Serendip is an independent site partnering with faculty at multiple colleges and universities around the world. Happy exploring!

Cece Lee's blog

Cece Lee's picture

Small Classes : Privilege

One of the lines in the readings in 'A Pedagogy for Liberation' that stuck to me was "the right to have a small discussion begins as a class privilege". It took me back to high school where all of my friends were scrambling to get into a large universities and I was the only one who was applying to small liberal arts colleges. My peers and the school administration did not understand why I wanted to go to a small liberal arts college and have undermined my decision to attend Bryn Mawr College. However, when I shared my classroom experiences to my friends over facebook, they expressed a hint of jealousy because they never had an opportunity in class to speak up or have a dialogue with the professor. Their voices would get lost in the crowd and they never had an opportunity to build a relationship with the professor whereas at Bryn Mawr, I could engage with professors easily inside and outside of the classroom. Though my peers were at big name colleges and were lauded for their decisions, I now understand that I am privileged to have the opportunity to engage with my professors. Friere stresses that education is not simply the relaying of information from the teacher to a student, it is the level exchange between the teacher and the student that makes education an art form and a learning opportunity for both parties. 

Cece Lee's picture

English Names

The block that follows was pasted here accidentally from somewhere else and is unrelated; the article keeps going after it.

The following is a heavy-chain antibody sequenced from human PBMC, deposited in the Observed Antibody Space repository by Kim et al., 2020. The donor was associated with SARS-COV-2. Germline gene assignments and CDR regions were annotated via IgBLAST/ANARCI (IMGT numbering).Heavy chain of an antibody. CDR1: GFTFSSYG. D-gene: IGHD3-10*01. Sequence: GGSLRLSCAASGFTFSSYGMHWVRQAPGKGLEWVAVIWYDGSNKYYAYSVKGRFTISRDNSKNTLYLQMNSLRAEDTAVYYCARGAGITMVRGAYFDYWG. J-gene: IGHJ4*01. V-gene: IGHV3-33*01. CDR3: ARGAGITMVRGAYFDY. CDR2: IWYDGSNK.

I am a customs person and we have just welcomed several new members onto our hall this past week. One of these students is an international student from another dorm and my first years have been very sweet and accommodating to her and I was very touched by their actions. Most international students go by an English name for comfort’s sake and it cuts down on confusion when names are called out during class or when interacting with people. I too go by an English name because my name is constantly mispronounced/misspelled and the mispronunciation of my name is actually another Korean name and so I would never know if someone was calling me or another person and would cause A LOT of confusion. My Korean name is a very big part of my identity and I value what my name stands for because it shows my heritage and the history of my family (most Korean names have unique Chinese roots and belong to certain regions of the country and so lineages can be easily traced). I feel as if we lose a bit of our identity when we decide to go by an English name because most students pick a name that they have read in a book, heard on tv or in a movie or was given to them by friends or strangers. What really touched me was that my first years really made an effort to learn our newcomer’s real name and other international students’ names on our hall. Being called by our real names brings, at least to me, comfort and I feel little bit more ‘whole’.